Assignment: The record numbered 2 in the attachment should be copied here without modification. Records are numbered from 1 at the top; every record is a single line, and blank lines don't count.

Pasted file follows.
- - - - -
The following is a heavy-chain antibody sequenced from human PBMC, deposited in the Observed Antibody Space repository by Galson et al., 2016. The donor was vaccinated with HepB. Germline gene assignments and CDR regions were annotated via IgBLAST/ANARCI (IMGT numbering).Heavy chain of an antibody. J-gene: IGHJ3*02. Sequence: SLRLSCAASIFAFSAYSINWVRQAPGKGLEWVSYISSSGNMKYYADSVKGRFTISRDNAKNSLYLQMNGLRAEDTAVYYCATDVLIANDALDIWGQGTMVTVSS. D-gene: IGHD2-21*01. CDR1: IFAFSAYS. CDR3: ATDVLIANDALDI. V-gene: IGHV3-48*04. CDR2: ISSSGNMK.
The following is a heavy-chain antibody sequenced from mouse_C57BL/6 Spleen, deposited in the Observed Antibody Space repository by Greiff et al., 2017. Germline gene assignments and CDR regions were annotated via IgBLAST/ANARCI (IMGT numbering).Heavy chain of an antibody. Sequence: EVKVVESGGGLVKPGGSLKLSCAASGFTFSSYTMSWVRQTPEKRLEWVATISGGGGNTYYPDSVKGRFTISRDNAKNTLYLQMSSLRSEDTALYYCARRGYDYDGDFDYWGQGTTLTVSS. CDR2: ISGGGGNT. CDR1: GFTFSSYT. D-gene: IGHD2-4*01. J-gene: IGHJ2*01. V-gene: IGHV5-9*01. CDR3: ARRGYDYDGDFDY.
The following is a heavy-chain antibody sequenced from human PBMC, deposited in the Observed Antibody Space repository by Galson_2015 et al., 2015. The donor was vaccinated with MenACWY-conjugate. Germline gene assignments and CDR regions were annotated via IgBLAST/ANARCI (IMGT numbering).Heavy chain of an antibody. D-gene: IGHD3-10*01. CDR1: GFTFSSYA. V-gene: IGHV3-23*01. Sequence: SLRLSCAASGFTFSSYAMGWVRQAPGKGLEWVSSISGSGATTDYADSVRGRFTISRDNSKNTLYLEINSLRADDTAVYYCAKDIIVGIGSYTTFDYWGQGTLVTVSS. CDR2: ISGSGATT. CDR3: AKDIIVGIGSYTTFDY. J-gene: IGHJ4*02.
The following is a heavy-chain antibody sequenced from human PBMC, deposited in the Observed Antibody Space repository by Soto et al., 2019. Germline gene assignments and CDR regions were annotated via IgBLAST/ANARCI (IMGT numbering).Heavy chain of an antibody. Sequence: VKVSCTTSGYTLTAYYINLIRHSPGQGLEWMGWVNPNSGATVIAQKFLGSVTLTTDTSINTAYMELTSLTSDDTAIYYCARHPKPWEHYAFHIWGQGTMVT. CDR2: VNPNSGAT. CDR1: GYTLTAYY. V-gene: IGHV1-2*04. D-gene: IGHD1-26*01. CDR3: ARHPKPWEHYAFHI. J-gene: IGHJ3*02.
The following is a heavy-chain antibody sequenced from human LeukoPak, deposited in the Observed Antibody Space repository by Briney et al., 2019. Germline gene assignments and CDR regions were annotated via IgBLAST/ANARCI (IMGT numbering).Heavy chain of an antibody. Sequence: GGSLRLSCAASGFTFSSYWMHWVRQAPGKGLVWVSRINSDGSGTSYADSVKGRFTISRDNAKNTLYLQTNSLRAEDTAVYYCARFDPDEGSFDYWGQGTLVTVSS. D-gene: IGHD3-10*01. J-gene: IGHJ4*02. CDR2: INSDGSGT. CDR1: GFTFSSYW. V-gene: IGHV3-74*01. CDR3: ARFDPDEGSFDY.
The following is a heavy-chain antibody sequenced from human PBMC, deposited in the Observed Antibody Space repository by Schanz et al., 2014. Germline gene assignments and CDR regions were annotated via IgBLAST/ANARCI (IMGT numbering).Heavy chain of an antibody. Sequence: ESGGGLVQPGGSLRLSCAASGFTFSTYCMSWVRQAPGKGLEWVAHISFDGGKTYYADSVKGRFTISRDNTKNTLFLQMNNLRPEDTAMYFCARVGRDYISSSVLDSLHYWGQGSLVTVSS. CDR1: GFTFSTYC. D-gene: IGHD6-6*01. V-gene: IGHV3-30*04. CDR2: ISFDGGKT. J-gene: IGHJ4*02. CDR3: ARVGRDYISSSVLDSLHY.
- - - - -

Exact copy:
The following is a heavy-chain antibody sequenced from mouse_C57BL/6 Spleen, deposited in the Observed Antibody Space repository by Greiff et al., 2017. Germline gene assignments and CDR regions were annotated via IgBLAST/ANARCI (IMGT numbering).Heavy chain of an antibody. Sequence: EVKVVESGGGLVKPGGSLKLSCAASGFTFSSYTMSWVRQTPEKRLEWVATISGGGGNTYYPDSVKGRFTISRDNAKNTLYLQMSSLRSEDTALYYCARRGYDYDGDFDYWGQGTTLTVSS. CDR2: ISGGGGNT. CDR1: GFTFSSYT. D-gene: IGHD2-4*01. J-gene: IGHJ2*01. V-gene: IGHV5-9*01. CDR3: ARRGYDYDGDFDY.